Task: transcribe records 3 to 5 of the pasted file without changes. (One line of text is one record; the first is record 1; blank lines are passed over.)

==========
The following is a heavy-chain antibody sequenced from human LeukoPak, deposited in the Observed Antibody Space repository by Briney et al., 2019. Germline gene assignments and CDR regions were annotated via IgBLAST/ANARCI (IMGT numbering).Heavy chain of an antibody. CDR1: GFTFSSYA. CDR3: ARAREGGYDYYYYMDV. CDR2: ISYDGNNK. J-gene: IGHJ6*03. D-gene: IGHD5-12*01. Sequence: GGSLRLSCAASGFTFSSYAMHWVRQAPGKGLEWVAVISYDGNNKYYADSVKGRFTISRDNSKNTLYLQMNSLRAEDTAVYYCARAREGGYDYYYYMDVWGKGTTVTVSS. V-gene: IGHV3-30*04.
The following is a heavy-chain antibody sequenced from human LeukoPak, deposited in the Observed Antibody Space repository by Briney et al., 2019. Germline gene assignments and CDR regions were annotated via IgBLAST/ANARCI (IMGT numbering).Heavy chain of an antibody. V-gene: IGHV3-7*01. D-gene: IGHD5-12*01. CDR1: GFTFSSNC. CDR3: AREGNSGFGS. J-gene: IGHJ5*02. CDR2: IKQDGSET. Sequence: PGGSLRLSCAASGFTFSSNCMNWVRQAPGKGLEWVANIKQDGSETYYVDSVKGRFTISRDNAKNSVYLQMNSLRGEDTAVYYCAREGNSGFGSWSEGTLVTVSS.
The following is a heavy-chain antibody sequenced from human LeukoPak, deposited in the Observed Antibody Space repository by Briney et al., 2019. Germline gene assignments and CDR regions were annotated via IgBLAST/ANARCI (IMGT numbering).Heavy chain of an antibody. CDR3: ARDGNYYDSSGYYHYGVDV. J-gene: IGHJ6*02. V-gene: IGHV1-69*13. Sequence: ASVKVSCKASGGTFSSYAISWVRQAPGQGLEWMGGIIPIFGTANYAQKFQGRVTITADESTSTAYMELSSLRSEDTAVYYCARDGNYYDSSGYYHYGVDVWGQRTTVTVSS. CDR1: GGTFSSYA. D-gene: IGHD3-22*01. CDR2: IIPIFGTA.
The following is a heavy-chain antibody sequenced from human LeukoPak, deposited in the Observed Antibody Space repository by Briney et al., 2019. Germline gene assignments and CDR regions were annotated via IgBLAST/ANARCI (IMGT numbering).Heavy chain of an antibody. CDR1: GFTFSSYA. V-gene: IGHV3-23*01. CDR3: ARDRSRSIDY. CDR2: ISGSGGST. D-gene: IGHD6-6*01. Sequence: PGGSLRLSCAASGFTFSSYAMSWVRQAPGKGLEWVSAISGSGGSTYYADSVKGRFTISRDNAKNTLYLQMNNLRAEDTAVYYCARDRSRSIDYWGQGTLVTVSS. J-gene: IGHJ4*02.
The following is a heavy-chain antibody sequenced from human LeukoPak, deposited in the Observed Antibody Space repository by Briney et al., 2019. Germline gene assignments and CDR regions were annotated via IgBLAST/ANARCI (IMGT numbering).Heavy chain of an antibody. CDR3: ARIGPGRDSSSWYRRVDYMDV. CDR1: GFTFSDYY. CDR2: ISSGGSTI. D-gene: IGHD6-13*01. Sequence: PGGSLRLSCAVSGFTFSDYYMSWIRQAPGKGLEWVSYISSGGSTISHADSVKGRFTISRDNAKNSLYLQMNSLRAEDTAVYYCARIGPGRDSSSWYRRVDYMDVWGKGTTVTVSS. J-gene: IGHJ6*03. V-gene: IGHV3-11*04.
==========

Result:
The following is a heavy-chain antibody sequenced from human LeukoPak, deposited in the Observed Antibody Space repository by Briney et al., 2019. Germline gene assignments and CDR regions were annotated via IgBLAST/ANARCI (IMGT numbering).Heavy chain of an antibody. CDR3: ARDGNYYDSSGYYHYGVDV. J-gene: IGHJ6*02. V-gene: IGHV1-69*13. Sequence: ASVKVSCKASGGTFSSYAISWVRQAPGQGLEWMGGIIPIFGTANYAQKFQGRVTITADESTSTAYMELSSLRSEDTAVYYCARDGNYYDSSGYYHYGVDVWGQRTTVTVSS. CDR1: GGTFSSYA. D-gene: IGHD3-22*01. CDR2: IIPIFGTA.
The following is a heavy-chain antibody sequenced from human LeukoPak, deposited in the Observed Antibody Space repository by Briney et al., 2019. Germline gene assignments and CDR regions were annotated via IgBLAST/ANARCI (IMGT numbering).Heavy chain of an antibody. CDR1: GFTFSSYA. V-gene: IGHV3-23*01. CDR3: ARDRSRSIDY. CDR2: ISGSGGST. D-gene: IGHD6-6*01. Sequence: PGGSLRLSCAASGFTFSSYAMSWVRQAPGKGLEWVSAISGSGGSTYYADSVKGRFTISRDNAKNTLYLQMNNLRAEDTAVYYCARDRSRSIDYWGQGTLVTVSS. J-gene: IGHJ4*02.
The following is a heavy-chain antibody sequenced from human LeukoPak, deposited in the Observed Antibody Space repository by Briney et al., 2019. Germline gene assignments and CDR regions were annotated via IgBLAST/ANARCI (IMGT numbering).Heavy chain of an antibody. CDR3: ARIGPGRDSSSWYRRVDYMDV. CDR1: GFTFSDYY. CDR2: ISSGGSTI. D-gene: IGHD6-13*01. Sequence: PGGSLRLSCAVSGFTFSDYYMSWIRQAPGKGLEWVSYISSGGSTISHADSVKGRFTISRDNAKNSLYLQMNSLRAEDTAVYYCARIGPGRDSSSWYRRVDYMDVWGKGTTVTVSS. J-gene: IGHJ6*03. V-gene: IGHV3-11*04.